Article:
The first critical step is to thoroughly understand your organization’s business strategy.
By Bob Hewes, senior partner, Camden Consulting
In today’s business environment, it is critical that your leadership development (LD) efforts are aligned to your business strategy. By doing so, your LD efforts will have a greater impact on the business.
The critical first step in aligning your LD efforts to your business strategy is to understand that strategy. It might sound funny, but this important step often is missed. I don’t mean a passing glance at understanding the business strategy. Rather, you need to understand it thoroughly. Get at the characteristics that define it; be able to describe it in depth and in terms of decisions. A good test or two of understanding would be to list at least five decisions your organization has made that define the strategy or to be able to describe how your business strategy is different from a competitor’s. Once you have a good description of the strategy, you can begin to align your LD efforts to it because you will know where and how to make alignment choices.
With a firm understanding of your business strategy, the next step is to look at the different parts of your LD efforts and the decisions you can make to each one. By adjusting your LD efforts, you can bring them into better alignment with the business strategy. Here are five strategies that will increase the alignment between your LD efforts and the business strategy. The key question to ask is “How can we bring our LD efforts into better alignment with the business strategy?”
Tailor personal and 360-degree assessments to the business strategy. The first place to start is the assessments you use in any LD program, as these are the front end of leadership development work. For example, modify your 360-degree assessment so more of it is directed to the strategy. At a minimum, as it might be too costly to change your competency model, you can have the analysis of the 360-degree highlight certain strategically related items. Another choice is to select personal style assessments that tie directly to elements of a business strategy. For instance, maybe “change” is an important implication of your business strategy. Identify parts of existing assessments that can be emphasized and related to change. Or, identify and use a particular assessment that focuses directly on change.
Select development goals related to the business strategy. When people identify goals, have them describe in their plan how the goal ties back to the business strategy. This activity gets people thinking about how goals relate to the business and why they should tackle a particular development goal. You could take this even further by having a common goal specifically related to your business strategy. Each person’s development plan that comes from an LD program would have this common goal.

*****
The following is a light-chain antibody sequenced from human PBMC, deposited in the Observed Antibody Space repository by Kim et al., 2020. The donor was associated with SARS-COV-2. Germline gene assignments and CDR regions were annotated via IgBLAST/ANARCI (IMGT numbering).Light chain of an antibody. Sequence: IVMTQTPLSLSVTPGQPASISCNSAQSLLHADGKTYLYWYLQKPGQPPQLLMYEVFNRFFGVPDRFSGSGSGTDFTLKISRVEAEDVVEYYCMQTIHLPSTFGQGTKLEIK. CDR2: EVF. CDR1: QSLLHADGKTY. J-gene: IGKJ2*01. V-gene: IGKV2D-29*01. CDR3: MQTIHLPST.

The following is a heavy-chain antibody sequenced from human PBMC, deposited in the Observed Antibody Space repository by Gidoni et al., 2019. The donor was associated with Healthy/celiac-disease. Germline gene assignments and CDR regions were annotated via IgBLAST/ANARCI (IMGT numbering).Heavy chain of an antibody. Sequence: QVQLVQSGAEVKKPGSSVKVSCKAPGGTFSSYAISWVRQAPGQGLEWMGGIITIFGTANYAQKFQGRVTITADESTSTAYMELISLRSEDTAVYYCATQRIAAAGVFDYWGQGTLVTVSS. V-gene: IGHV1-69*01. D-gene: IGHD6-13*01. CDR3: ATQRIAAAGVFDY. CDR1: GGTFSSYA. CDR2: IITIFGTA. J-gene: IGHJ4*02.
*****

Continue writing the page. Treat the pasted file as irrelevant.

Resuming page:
Tie training to the business strategy. In general, you have a choice of training topics and the design of the training. Based on your understanding of the business strategy, pick training topics specifically related to it. With the topic choice made, you can design the training to be based on the business strategy. For example, have any training open with a review of the business strategy and vision: Explicitly say how this training ties back to the business strategy. Have a senior leader kick off the training. He or she can describe exactly how the training relates to the current business strategy. At the end of the training, have participants identify their personal takeaways and how they relate to the business strategy.
Select Action Learning projects directly related to the business strategy. Many organizations use Action Learning as part of their LD efforts. This allows participants to practice their development goals. The key decision is selecting the projects. Select those that best fit and push forward the business strategy. Work with your business leaders to identify the best projects. You can imagine a senior leader kicking off an Action Learning session describing how the chosen projects directly tie to the strategy. That would be a powerful alignment instance.
Create a hybrid LD strategy. The prior four strategies are independent. That gives you the opportunity to string them together. Depending on your particular situation, you may be able to combine all four strategies and take action in each area. Or maybe it is just tackling two of them. The key point is to look at each of your decisions in the above strategies, and, depending on your budget, the organization’s particular state, and the appetite for change, choose an overall combination that maximizes alignment to the business strategy and is doable.
From the above strategies, you have many choices that will increase alignment of your LD efforts to your business strategy. The good news is that many of the choices are low cost. By going through each part of your leadership development efforts, you can make decisions and modifications that will create an LD program much more aligned with your business strategy.
Robert Hewes is a senior partner with Camden Consulting, with oversight for leadership development and management training. A strategist, facilitator, and coach, he designs and delivers executive coaching and leadership development services for Camden clients. For more information on Camden Consulting Group, visit www.camdenconsulting.com.